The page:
academia  accretion  acmtariat  adversarial  age-generation  alignment  allodium  alt-inst  altruism  analysis  annalee  anthropology  antidemos  aphorism  applicability-prereqs  arbitrage  art  article  attaq  authoritarianism  axelrod  axioms  backup  behavioral-econ  behavioral-gen  best-practices  big-peeps  biodet  biophysical-econ  books  bootstraps  broad-econ  business  canon  career  censorship  charity  chart  checking  christianity  civic  clarity  class  classic  clever-rats  coalitions  cocktail  cohesion  collaboration  comics  commentary  communication  comparison  competition  composition-decomposition  concentration-of-measure  confusion  conquest-empire  contracts  contrarianism  cooperate-defect  coordination  core-rats  corporation  correctness  correlation  corruption  cost-benefit  cracker-econ  cracker-prog  crime  critique  crooked  cultural-dynamics  culture  dan-luu  data  debugging  decision-making  decision-theory  degrees-of-freedom  democracy  density  dental  descriptive  developing-world  discrimination  diversity  duty  early-modern  ecology  economics  econotariat  education  effective-altruism  efficiency  egalitarianism-hierarchy  egt  elite  empirical  engineering  enlightenment-renaissance-restoration-reformation  ensembles  entrepreneurialism  envy  equilibrium  error  essay  ethics  ethnocentrism  europe  evidence-based  evolution  expansionism  expectancy  explanation  farmers-and-foragers  feudal  fiction  field-study  film  finance  fluid  flux-stasis  free-riding  frontier  fungibility-liquidity  futurism  game-theory  garett-jones  gedanken  gender  germanic  gotchas  government  gray-econ  grokkability-clarity  group-selection  growth-econ  gt-101  h2o  hanson  hari-seldon  healthcare  henrich  hi-order-bits  history  hive-mind  hmm  homepage  honor  huge-data-the-biggest  ideas  idk  iidness  impetus  impro  incentives  individualism-collectivism  industrial-org  inequality  info-dynamics  info-foraging  innovation  insight  institutions  insurance  integrity  intel  intelligence  interests  internet  intervention  intricacy  iq  is-ought  judgement  justice  knowledge  latin-america  law  leadership  left-wing  legacy  lens  lesswrong  leviathan  limits  linux  list  literature  local-global  long-short-run  longitudinal  madisonian  magnitude  malthus  management  manifolds  map-territory  marginal-rev  market-failure  markets  martial  media  medicine  medieval  mena  meta:medicine  meta:prediction  meta:war  methodology  micro  microfoundations  migration  military  miri-cfar  mobility  models  moloch  mostly-modern  multi  n-factor  nascent-state  near-far  news  nl-and-so-can-you  noblesse-oblige  noise-structure  nordic  novelty  null-result  number  objective-measure  open-closed  operational  order-disorder  org:anglo  org:biz  org:econlib  org:edu  org:health  org:junk  org:mag  org:nat  org:ngo  org:rec  organizing  os  oss  outcome-risk  papers  pareto  paul-romer  pdf  peace-violence  people  persuasion  plots  poetry  policy  polisci  political-econ  politics  power  pre-2013  prediction-markets  prediction  preference-falsification  presence  privacy  probability  prof  programming  propaganda  property-rights  proposal  protocol-metadata  psychology  psychometrics  public-goodish  putnam-like  q-n-a  quantitative-qualitative  quixotic  quotes  random  randy-ayndy  rationality  ratty  reading  realness  recruiting  reddit  redistribution  reference  regularizer  religion  rent-seeking  research-program  research  responsibility  revealed-preference  revolution  rhetoric  risk  ritual  roots  s-factor  sapiens  saxenian  scale  security  selection  sense  shift  signal-noise  signaling  singularity  social-capital  social-choice  social-norms  social-psych  social  society  sociology  space  spatial  spearhead  speculation  speed  spock  spreading  ssc  stackex  status  strategy  street-fighting  study  stylized-facts  sulla  summary  supply-demand  systems  tech  technocracy  technology  techtariat  temperance  the-basilisk  the-watchers  theos  thiel  thinking  threat-modeling  time  top-n  trade  trends  tribalism  tricks  trivia  trust  truth  twitter  ubiquity  uncertainty  unintended-consequences  usa  values  variance-components  vitality  volo-avolo  war  wealth-of-nations  wealth  welfare-state  westminster  white-paper  wiki  wire-guided  wonkish  working-stiff  world-war  worse-is-better/the-right-thing  x-not-about-y  yak-shaving  zero-positive-sum  🌞  🎩  🖥  🤖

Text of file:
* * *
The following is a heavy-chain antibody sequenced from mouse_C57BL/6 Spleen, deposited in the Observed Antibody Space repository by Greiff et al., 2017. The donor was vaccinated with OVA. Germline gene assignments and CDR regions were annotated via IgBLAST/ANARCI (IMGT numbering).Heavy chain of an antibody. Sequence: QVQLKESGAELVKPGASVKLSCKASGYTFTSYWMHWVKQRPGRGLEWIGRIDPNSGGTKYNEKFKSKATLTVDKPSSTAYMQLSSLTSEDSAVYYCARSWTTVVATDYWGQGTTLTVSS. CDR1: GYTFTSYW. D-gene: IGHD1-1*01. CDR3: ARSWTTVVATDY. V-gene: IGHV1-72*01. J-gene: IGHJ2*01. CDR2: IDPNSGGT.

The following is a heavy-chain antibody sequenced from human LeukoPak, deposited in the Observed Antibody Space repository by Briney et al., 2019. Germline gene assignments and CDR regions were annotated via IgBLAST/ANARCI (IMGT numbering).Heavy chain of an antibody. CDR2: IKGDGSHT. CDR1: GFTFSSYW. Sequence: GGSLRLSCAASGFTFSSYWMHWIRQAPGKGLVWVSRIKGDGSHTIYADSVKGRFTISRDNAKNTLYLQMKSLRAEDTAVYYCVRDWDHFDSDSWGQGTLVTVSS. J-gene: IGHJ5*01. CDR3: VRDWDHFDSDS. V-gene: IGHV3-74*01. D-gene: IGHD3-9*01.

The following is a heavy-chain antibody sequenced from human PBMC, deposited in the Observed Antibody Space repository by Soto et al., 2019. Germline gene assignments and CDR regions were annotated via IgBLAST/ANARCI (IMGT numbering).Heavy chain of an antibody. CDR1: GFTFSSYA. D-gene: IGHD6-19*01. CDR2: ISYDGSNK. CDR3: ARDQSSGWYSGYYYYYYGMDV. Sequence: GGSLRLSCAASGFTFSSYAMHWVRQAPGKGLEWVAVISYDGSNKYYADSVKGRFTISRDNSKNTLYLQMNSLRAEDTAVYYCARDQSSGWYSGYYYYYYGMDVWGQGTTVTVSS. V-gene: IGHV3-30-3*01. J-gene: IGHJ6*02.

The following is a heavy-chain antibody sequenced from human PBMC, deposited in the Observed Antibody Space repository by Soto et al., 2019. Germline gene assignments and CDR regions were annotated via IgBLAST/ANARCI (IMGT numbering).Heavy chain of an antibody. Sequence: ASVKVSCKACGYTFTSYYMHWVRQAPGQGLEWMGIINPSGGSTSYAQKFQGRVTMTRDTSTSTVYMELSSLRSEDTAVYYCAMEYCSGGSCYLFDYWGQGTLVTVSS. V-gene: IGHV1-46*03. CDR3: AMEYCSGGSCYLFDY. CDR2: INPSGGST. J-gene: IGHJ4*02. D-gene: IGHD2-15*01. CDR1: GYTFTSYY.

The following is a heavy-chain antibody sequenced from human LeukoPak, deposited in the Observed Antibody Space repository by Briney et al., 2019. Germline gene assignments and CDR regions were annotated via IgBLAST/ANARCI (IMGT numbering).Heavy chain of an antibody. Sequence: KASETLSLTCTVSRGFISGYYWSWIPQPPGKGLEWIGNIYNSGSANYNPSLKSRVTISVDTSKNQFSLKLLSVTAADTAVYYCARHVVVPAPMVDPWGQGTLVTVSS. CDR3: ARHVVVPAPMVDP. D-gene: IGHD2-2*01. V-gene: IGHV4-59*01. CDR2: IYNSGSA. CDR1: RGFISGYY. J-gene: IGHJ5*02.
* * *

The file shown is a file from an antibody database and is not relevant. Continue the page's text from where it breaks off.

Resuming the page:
Copy this bookmark: